Don’t Expect the Mets to Fire Carlos Beltran

New York Mets to interview Carlos Beltran.

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After it was revealed on Monday that Carlos Beltran was a central figure in Major League Baseball’s findings in the 2017 sign-stealing scandal that resulted in the suspension of the Houston Astros manager A.J. Hinch and general manager Jeff Luhnow, there was no reaction by Beltran’s current employer – the New York Mets.

The Astros immediately dismissed Hinch and Luhnow upon hearing the Commissioner’s office’s findings. Alex Cora, who was the Astros bench coach, and Beltran, who was predominantly a DH on that World Series-winning team, escaped discipline although the evidence against both of them was damning:



“Approximately two months into the 2017 season, a group of players, including Carlos Beltrán, discussed that the team could improve on decoding opposing teams’ signs and communicating the signs to the batter. Cora arranged for a video room technician to install a monitor displaying the center field camera feed immediately outside of the Astros’ dugout.”

Cora is also under investigation for a similar scheme he brought to Boston when he took over as the Red Sox in 2018 and led them to a World Series championship. He will be addressing the media on Tuesday but is expected to be eventually disciplined. MLB might be waiting for the second investigation to conclude before exacting his punishment, which could be a lifetime ban according to some in the know.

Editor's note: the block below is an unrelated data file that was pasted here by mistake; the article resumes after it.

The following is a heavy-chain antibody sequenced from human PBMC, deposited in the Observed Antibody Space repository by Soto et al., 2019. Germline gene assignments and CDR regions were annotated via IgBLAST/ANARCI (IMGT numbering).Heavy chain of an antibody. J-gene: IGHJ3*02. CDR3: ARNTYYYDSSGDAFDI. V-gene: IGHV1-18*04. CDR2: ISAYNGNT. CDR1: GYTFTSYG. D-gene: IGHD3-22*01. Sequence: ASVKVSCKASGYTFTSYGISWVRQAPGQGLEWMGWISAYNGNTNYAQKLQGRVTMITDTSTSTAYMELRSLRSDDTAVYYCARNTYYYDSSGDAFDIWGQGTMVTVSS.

Beltran has yet to manage a game for the Mets and there is a groundswell now wondering if the Mets should allow him to do so. In my experience in covering this team, they most likely will unless MLB decides to impose some type of discipline on him. Then, the Mets’ hand would be forced.

But expect nothing from Roosevelt Ave and 126th Street (now Seaver Way) until that happens, which it might not.

From SNY.tv:

Shortly after being hired by the Mets, Beltran weighed in on the situation.

 

“We took a lot of pride studying pitchers in the computer — that is the only technology that I use and I understand,” Beltrán told Ken Rosenthal of The Athletic in November. “It was fun seeing guys get to the ballpark to look for little details. (In) the game of baseball, guys for years have given location and if the catchers get lazy and the pitcher doesn’t cover the signs from second base, of course players are going to take advantage.”

 

Asked in November about the fact that Beltran played a “key role in devising” the Astros’ scheme, Mets GM Brodie Van Wagenen played things down.

 

“Anything that happened, happened for another organization with Houston, Major League Baseball,” Van Wagenen said. “I have no idea if anything did or did not (happen). But at this point, I don’t see any reason why this is a Mets situation.”

What a narrow view by Van Wagenen. Beltran is tainted goods here, and will be a pariah once Cora’s fate is determined. The Mets have to rethink this situation. The media will never let Beltran live it down and maybe the fans won’t either. It will be a major distraction all season long and the Mets don’t need any drama if they are to become contenders again.

Knowing this investigation could result in Beltran either being disciplined or tainted for life, the Met should have never hired him. Now, they’ll do everything in their power not to fire him.

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